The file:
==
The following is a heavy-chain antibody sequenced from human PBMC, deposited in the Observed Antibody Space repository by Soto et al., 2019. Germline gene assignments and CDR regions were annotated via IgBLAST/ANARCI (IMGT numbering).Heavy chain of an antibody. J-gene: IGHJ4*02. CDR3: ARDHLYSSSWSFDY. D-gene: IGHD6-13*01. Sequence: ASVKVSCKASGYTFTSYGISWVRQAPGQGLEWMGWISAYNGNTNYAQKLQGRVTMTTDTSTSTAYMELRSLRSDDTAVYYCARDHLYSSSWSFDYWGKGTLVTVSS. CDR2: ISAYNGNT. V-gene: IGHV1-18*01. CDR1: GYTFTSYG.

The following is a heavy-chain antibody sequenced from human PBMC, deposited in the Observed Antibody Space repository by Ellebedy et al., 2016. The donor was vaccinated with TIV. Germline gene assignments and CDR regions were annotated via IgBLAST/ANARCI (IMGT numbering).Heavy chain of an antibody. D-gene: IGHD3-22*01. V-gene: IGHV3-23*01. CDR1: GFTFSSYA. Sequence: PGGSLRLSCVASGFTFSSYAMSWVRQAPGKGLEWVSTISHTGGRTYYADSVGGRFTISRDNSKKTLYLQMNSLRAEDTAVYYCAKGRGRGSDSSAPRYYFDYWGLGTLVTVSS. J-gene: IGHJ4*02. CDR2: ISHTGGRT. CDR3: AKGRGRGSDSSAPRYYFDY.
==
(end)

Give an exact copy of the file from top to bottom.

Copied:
The following is a heavy-chain antibody sequenced from human PBMC, deposited in the Observed Antibody Space repository by Soto et al., 2019. Germline gene assignments and CDR regions were annotated via IgBLAST/ANARCI (IMGT numbering).Heavy chain of an antibody. J-gene: IGHJ4*02. CDR3: ARDHLYSSSWSFDY. D-gene: IGHD6-13*01. Sequence: ASVKVSCKASGYTFTSYGISWVRQAPGQGLEWMGWISAYNGNTNYAQKLQGRVTMTTDTSTSTAYMELRSLRSDDTAVYYCARDHLYSSSWSFDYWGKGTLVTVSS. CDR2: ISAYNGNT. V-gene: IGHV1-18*01. CDR1: GYTFTSYG.

The following is a heavy-chain antibody sequenced from human PBMC, deposited in the Observed Antibody Space repository by Ellebedy et al., 2016. The donor was vaccinated with TIV. Germline gene assignments and CDR regions were annotated via IgBLAST/ANARCI (IMGT numbering).Heavy chain of an antibody. D-gene: IGHD3-22*01. V-gene: IGHV3-23*01. CDR1: GFTFSSYA. Sequence: PGGSLRLSCVASGFTFSSYAMSWVRQAPGKGLEWVSTISHTGGRTYYADSVGGRFTISRDNSKKTLYLQMNSLRAEDTAVYYCAKGRGRGSDSSAPRYYFDYWGLGTLVTVSS. J-gene: IGHJ4*02. CDR2: ISHTGGRT. CDR3: AKGRGRGSDSSAPRYYFDY.